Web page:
Stéphanie Ruphy // Scientific Pluralism Reconsidered

Reviewed by Michela Massimi

Scientific Pluralism Reconsidered: A New Approach to the (Dis)unity of Science
Stéphanie Ruphy
Pittsburgh, PA: University of Pittsburgh Press, 2016, £42.50
ISBN 9780822944584

Scientific pluralism is a timely and important topic in contemporary philosophy of science. Pluralism is generally understood as a reaction against scientific monism, namely, against the view that science aims to establish a single, complete, and comprehensive account of the natural world.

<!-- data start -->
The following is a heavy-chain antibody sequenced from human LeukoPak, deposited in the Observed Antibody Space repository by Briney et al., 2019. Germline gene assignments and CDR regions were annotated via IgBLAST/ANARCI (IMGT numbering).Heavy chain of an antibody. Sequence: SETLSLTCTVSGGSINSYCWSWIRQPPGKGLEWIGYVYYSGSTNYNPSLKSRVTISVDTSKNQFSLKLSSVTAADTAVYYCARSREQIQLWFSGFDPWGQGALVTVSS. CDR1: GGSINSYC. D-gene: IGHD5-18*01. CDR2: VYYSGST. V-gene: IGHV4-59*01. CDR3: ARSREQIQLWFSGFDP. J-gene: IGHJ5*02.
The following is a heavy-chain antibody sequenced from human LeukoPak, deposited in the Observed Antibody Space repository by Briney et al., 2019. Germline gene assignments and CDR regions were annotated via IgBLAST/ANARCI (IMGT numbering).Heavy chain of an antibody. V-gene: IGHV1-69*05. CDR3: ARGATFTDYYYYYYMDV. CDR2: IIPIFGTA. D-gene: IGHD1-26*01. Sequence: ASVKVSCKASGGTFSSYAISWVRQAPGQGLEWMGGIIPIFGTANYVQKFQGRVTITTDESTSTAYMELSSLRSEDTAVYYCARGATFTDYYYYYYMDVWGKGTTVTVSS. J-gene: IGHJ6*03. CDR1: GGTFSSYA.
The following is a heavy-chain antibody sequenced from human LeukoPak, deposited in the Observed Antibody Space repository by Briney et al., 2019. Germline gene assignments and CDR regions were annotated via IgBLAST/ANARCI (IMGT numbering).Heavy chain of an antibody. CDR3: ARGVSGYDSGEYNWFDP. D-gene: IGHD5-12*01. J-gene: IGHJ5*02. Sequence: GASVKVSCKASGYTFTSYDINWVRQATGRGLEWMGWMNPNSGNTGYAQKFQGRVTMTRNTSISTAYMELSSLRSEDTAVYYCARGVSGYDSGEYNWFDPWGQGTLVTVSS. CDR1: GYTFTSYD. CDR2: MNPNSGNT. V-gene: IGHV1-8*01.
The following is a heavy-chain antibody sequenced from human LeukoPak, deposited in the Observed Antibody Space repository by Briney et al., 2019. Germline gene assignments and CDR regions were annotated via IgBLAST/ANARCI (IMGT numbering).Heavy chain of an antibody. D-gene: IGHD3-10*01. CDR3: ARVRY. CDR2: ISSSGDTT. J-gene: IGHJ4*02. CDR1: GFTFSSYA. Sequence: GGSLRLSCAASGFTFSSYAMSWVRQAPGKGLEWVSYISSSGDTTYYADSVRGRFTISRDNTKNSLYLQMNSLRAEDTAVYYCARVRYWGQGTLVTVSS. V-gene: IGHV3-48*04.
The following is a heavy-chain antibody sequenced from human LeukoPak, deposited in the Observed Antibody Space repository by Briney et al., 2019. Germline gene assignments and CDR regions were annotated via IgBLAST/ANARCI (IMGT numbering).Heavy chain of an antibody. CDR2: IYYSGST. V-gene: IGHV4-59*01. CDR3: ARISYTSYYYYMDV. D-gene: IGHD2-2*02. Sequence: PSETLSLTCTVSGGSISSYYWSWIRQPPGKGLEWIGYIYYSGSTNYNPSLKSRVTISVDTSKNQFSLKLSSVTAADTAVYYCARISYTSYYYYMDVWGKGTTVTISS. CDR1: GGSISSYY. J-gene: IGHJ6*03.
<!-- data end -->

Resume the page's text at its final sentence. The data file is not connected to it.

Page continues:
While so much is clear and is shared by anyone who calls herself a pluralist, spelling out the exact nature of pluralism has invited a more nuanced response. Pluralism can be descriptive of scientific practice (I am thinking here of Helen Longino’s ([2006]) pluralist analysis of aggressive behaviour, or Carla Fehr’s ([2006]) explanatory pluralism in her analysis of the evolution of sex). Or it can have a normative dimension, in asserting the imperative that science pursue multiple lines of inquiry (for example, Hasok Chang’s active normative epistemic pluralism).[1] Pluralism can be integrative, in the sense of searching for context-sensitive ways in which multi-level, multi-component causal factors can be integrated into an explanation of a given target system (Sandra Mitchell’s integrative pluralism is an example)[2]; or, non-integrative, in taking the context-sensitivity of multi-level explanations as primitive and not amenable to integration (Dupré’s ([1995]) promiscuous realism falls into this category). In a highly influential collection of essays entitled Scientific Pluralism, Kellert et al. ([2006], p. xiv) identified what they call the ‘pluralist stance’: